This happened late in the afternoon and after we were safely out to sea it was soon "chow time". The three of us left our gear below and went to the galley to eat. By this time it was dark and we were very hungry. To our surprise the chief cook turned us away saying, "you guys are supposed to be on shore, we are short of rations because of the extra time it took to get you ashore". That really took us by surprise and we went back to the deck of the ship not knowing what we would do for food. Some of the sailors still on duty at their anti-aircraft gun's heard us discussing the problem and solved it shortly. When the cooks brought a huge platter of sandwiches to the gun crew, they invited us to eat with them. We were happy to do so.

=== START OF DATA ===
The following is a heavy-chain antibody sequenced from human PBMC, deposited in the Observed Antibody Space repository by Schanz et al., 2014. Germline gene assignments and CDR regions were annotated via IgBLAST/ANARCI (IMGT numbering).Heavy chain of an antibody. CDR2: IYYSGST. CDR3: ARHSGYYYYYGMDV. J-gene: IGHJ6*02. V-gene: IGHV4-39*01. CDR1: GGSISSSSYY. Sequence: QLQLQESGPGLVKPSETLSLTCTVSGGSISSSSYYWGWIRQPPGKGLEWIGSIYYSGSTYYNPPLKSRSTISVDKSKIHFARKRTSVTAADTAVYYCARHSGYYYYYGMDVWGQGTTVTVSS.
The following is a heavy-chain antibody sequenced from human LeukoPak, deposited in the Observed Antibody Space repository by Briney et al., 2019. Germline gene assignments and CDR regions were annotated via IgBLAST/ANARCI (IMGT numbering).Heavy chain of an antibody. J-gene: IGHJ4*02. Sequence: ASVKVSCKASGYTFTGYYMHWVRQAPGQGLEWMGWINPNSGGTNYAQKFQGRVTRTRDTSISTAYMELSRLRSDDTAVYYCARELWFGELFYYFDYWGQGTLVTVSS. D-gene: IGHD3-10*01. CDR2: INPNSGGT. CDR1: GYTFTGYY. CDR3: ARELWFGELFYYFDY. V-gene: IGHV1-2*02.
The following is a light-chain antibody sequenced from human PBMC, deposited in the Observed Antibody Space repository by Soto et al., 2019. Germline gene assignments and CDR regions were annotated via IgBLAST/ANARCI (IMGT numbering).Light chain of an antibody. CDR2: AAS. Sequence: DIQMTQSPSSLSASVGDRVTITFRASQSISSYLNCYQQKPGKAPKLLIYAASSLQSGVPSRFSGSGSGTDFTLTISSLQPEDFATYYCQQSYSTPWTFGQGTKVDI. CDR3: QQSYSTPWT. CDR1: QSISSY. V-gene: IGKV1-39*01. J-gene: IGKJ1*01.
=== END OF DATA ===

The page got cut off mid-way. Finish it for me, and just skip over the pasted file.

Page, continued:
The next morning I was told that the ship was not turning back, but instead was on the way to Saipan. We were really worried and didn't know what was going to happen to us. Was our unit carrying us AWOL? What should we do? There was nothing we could do but go where that ship went. I can't remember where we got our meals that day. But after lunch someone came and told me that they were going to carry us back to Okinawa and put us ashore.

When we went below to get our gear together we discovered that someone had left his or her duffel bag behind--so--we decided to try to carry it ashore also.